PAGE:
*** (out of ****)
As far back as he can remember, Laird Hamilton always wanted to be a surfer. For him, there was something spiritual that drew him to the water – something elemental. Perhaps it was the cleansing effect of the water, or perhaps it wasn’t as complicated as that. Take Every Wave: The Life of Laird Hamilton, director Rory Kennedy’s surprisingly comprehensive documentary, takes us from the pro surfer’s introduction to the sport at a young age to where he is now, resting amid fame and notoriety as a giant in the sport he loves. Some opening audio clips, broken and strung together at lightning speed, present a litany of descriptions of the man. Sticking out among a lot of positivity: “incorrigible.”
Kennedy, wisely, does not approach her subject with empty hagiography. This is not a PowerPoint slideshow of Hamilton’s career to this point, nor is it a study in the man’s greatness that shies away from his ego. We get a sense of Hamilton’s entire personality, which has, fortunately, been directed toward a positive energy until now. He reminisces a lot to Kennedy’s camera here, and the conversation is surprisingly engaging. Hamilton makes for a willing witness to his own life, and that’s really the best way to put it: He’s been a witness as much as anyone.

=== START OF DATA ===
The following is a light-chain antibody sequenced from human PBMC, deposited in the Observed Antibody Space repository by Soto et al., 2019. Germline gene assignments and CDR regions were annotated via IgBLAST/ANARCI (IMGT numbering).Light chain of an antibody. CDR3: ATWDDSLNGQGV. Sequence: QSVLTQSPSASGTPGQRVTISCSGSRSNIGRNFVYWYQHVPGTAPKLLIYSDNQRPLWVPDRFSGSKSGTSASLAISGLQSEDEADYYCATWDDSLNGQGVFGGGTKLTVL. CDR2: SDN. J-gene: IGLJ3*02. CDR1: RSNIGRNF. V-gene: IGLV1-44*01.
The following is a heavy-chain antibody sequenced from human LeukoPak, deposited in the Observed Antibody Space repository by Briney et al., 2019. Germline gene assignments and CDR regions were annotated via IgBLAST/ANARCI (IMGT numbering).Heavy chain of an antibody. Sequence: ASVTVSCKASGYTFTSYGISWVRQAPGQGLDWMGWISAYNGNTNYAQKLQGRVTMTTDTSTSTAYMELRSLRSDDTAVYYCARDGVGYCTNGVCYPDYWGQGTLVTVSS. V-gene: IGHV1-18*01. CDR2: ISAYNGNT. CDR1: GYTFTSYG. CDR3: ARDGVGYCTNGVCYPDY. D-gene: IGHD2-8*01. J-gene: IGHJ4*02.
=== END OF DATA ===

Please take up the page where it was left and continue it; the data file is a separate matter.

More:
Much of his success, for instance, is either by accident or by a natural disposition toward the sport of surfing, in which he never intended to go professional. A mentor from his childhood noticed something in him and offered to give him lessons one day. That would be the kernel of a motivation that got him in the water, and his eventual career would be spotted with attempts to ride the really tough waves – the ones that no one else would dare to attempt. One such attempt goes horribly wrong when the skin on a fellow surfer’s legs is chafed right off during the wane of one, particularly strong wave.
In other words, Hamilton’s ambition could easily have been confused for obsession. His reaction to failure regularly ended up actualizing itself in his behavior, which alienated him from his first wife and, after one such failure, threatened the stability of his second marriage almost to the point of divorce. The man fully accepts this about himself, and most importantly, so does the film. One does get the feeling with Take Every Wave: The Life of Laird Hamilton that Kennedy is honey-glazing the surf culture in which her subject grew up. Where it counts, though, the film understands that subject.
(Review by Joel Copling)